In 1988, before her senior year of high school, Nina and her best friend spend the summer alone on Cape Cod. Nina has grown up with her ailing grandmother—and she yearns for the chance of a deeper connection. When she enrolls in an acting course, she soon finds romance with Sarah, one of the teaching assistants.
Nina’s own world revolves around Sarah, while the rest of the world moves urgently on. Nina’s high school teacher does not take the end of their relationship well; her best friend feels abandoned; the AIDS epidemic rages; her fellow actors grow and hone their talents. The novel perfectly captures the revelatory feelings that arrive with young adulthood – the startling awareness of oneself outside the bounds of friends and family, and the twin senses of loneliness and liberation that accompany this knowledge. After a summer of love and loss, Nina slowly finds her way back home.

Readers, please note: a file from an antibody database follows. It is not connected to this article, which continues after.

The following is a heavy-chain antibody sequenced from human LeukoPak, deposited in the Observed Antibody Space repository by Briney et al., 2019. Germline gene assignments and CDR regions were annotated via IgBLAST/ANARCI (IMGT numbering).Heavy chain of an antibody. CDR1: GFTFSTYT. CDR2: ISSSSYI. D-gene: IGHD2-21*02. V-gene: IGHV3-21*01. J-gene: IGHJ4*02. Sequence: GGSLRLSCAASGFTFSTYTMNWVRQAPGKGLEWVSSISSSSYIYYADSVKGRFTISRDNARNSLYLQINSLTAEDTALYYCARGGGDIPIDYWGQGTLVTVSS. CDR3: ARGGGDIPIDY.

With lyrical prose, nuanced characters, and an evocative narrative voice, Tamsen Wolff vividly brings to life the dizzying experience of first love—and its inevitable partner, first heartbreak. This honest depiction of female relationships—both romantic and platonic—will capture readers from fifteen to fifty. Juno’s Swans is rich and sharp and emotional in all the right places.
Tamsen Wolff is a professor in Princeton University’s English Department, where she specializes in modern and contemporary drama, voice, directing, and dramaturgy. She has published essays in numerous journals, and is the author of Mendel’s Theatre: Heredity, Eugenics, and Early Twentieth-Century American Drama. Juno’s Swans is her first novel.